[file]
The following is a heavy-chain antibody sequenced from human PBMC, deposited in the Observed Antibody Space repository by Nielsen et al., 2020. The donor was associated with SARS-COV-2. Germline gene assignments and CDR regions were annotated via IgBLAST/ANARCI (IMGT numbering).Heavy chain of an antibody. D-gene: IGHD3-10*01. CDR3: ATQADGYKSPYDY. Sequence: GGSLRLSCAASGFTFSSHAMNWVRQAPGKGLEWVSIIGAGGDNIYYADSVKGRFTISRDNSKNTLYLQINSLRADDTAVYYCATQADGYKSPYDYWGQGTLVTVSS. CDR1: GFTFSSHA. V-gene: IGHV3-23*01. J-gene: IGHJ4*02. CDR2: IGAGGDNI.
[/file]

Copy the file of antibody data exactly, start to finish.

The following is a heavy-chain antibody sequenced from human PBMC, deposited in the Observed Antibody Space repository by Nielsen et al., 2020. The donor was associated with SARS-COV-2. Germline gene assignments and CDR regions were annotated via IgBLAST/ANARCI (IMGT numbering).Heavy chain of an antibody. D-gene: IGHD3-10*01. CDR3: ATQADGYKSPYDY. Sequence: GGSLRLSCAASGFTFSSHAMNWVRQAPGKGLEWVSIIGAGGDNIYYADSVKGRFTISRDNSKNTLYLQINSLRADDTAVYYCATQADGYKSPYDYWGQGTLVTVSS. CDR1: GFTFSSHA. V-gene: IGHV3-23*01. J-gene: IGHJ4*02. CDR2: IGAGGDNI.